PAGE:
Have people found other solar systems with life on the planets?
So far no — we have not found life anywhere but on Earth. We are also having a hard time finding planets around other stars. The problems are first, distances are so great. Second, the star is very much brighter than any planet would be.
Will the earth ever collide with another planet?
I think that it is extremely unlikely. All the planets in the solar system are in stable orbits, meaning that they shouldn't change by much. The only orbits that cross are Neptune and Pluto, and even there it has been shown that the two planets move in such a way that they will never collide. It is, of course, possible that a comet or asteroid could hit Earth — it has apparently happened in the distant past — but that is another story.
Describe some recent discoveries in the solar system.
One recent discovery in our solar system that I find interesting is that there are TWO places where comets seem to come from. One is the Oort cloud, a region out beyond the solar system where comets orbit the sun. They are so far away they are too dark to see, but every once in a while one of these comets falls in toward the sun. This is where many of the comets we know have come from.
But recently we have discovered that there is another place. This is known as the Kuiper belt. It is a region between Saturn and Pluto where some comets and other objects are in orbit. The brightest of these new objects is called Chiron. It seems like a comet, but if it is, then it is the biggest comet known.
Do scientists think there might be a tenth planet in our solar system?
For some time, astronomers have tried various ways to search for a tenth planet. But we now think that there are no new planets. One big reason is that the Infrared Astronomy Satellite, known as IRAS, did a very good map of the sky in infrared light. If any new planet were out there, IRAS should have found it. But it didn't. So we think that there are no more planets in our solar system.
We heard on the news the discovery of two new planets. Can you give us any details?
As you may know, astronomers have been trying to find planets around other stars for some time. Only recently has the technology gotten good enough that we seem to be able to find some for sure. Each of the two new planets orbits a star that is pretty similar to our sun. One star is 70 Virginis (in the constellation Virgo) and the other is 47 Ursae Majoris (in Ursa Major, also called the Big Dipper).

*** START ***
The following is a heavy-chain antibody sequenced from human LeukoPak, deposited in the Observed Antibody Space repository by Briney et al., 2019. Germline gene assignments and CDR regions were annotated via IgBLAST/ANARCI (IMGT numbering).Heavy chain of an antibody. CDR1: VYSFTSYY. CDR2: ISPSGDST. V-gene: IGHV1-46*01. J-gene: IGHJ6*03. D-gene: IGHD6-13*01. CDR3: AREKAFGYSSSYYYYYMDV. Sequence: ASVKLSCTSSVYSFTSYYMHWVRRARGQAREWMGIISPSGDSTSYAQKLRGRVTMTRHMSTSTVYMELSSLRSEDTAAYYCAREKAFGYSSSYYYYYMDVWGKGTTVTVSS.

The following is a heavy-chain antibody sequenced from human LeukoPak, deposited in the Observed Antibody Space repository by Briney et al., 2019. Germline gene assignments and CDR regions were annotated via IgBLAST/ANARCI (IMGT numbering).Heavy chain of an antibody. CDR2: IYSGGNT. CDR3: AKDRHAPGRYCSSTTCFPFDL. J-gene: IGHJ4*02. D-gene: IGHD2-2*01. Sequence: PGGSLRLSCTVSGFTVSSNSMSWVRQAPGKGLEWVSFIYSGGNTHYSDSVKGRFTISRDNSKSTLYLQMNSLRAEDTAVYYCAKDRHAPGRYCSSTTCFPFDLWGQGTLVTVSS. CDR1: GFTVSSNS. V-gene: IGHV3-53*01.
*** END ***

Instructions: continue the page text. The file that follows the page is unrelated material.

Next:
The planet circling 70 Vir is about nine times bigger than Jupiter. It orbits its star once every 116 days, which means it is closer to its star than Earth is to our sun. The discoverers calculated that the planet's temperature would be about 185° Fahrenheit — kind of hot!
The planet circling 47 UMa is about three times the size of Jupiter and orbits its star once every 1,100 days. That puts it about twice as far from its star as Earth is from the sun. It would be a bit cold, about 100° Fahrenheit.
Both of these stars can be seen with the naked eye. But even the astronomers have not seen the planets! What we found was a wobble in the star's position that is due to the gravitational pull of the planet. That takes some pretty careful measurements to determine!
Can scientists see the new planets? If not, how do we know they are there?
Actually we can't see the new planets at all right now! We know they are there because of the effects that they have on their stars. Gravity holds a star and a planet together. It is like two kids holding hands and swinging each other around. One kid (the star) is really big, and the other kid (the planet) is small. So when they swing each other, the little kid swings around the most. But the big kid is swung around a little too. We discovered the planets by seeing that the stars are being swung around a little bit. We can even tell how big the planets are and how far away they are by carefully measuring the small movements of the stars. But we can't see the planets because they are too small and dim compared to their stars. Maybe some day we will have telescopes that will allow us to see the planets.
Do any of the new planets have rings?
We don't know whether those new planets have rings, we can't see the planets directly. But all of the big-gas planets in our solar system have rings. So maybe those new planets, which are also pretty big, also have rings. When I was in school, the only planet that we knew had rings was Saturn! We didn't know about the rings around Jupiter, Uranus, and Neptune until the 1980s.
What is an ice volcano?
Sounds crazy, doesn't it? But many of the moons around Jupiter, Saturn, Uranus, and Neptune are made up of icy material. If an area of ice under the crust is heated, it can push up and make a volcano, with slightly melted ice flowing down the sides.
Which characteristic of our solar system do you consider the most interesting and mysterious? Why?
Some people have found new types of objects, like big comets, in orbit beyond Saturn. Do they come from a big cloud surrounding our solar system, as many people believe? I think these small bodies and comets are interesting because stuff like this probably crashed into the young Earth and helped to make our oceans and atmosphere.